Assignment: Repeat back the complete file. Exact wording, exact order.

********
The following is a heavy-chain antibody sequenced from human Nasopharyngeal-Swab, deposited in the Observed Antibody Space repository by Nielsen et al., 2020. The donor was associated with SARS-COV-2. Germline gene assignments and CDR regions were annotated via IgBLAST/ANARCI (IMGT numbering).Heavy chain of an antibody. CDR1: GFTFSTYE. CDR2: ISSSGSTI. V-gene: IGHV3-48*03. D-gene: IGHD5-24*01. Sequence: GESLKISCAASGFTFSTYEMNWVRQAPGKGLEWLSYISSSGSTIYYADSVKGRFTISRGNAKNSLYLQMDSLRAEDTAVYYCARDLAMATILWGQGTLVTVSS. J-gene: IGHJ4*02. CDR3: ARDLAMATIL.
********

The following is a heavy-chain antibody sequenced from human Nasopharyngeal-Swab, deposited in the Observed Antibody Space repository by Nielsen et al., 2020. The donor was associated with SARS-COV-2. Germline gene assignments and CDR regions were annotated via IgBLAST/ANARCI (IMGT numbering).Heavy chain of an antibody. CDR1: GFTFSTYE. CDR2: ISSSGSTI. V-gene: IGHV3-48*03. D-gene: IGHD5-24*01. Sequence: GESLKISCAASGFTFSTYEMNWVRQAPGKGLEWLSYISSSGSTIYYADSVKGRFTISRGNAKNSLYLQMDSLRAEDTAVYYCARDLAMATILWGQGTLVTVSS. J-gene: IGHJ4*02. CDR3: ARDLAMATIL.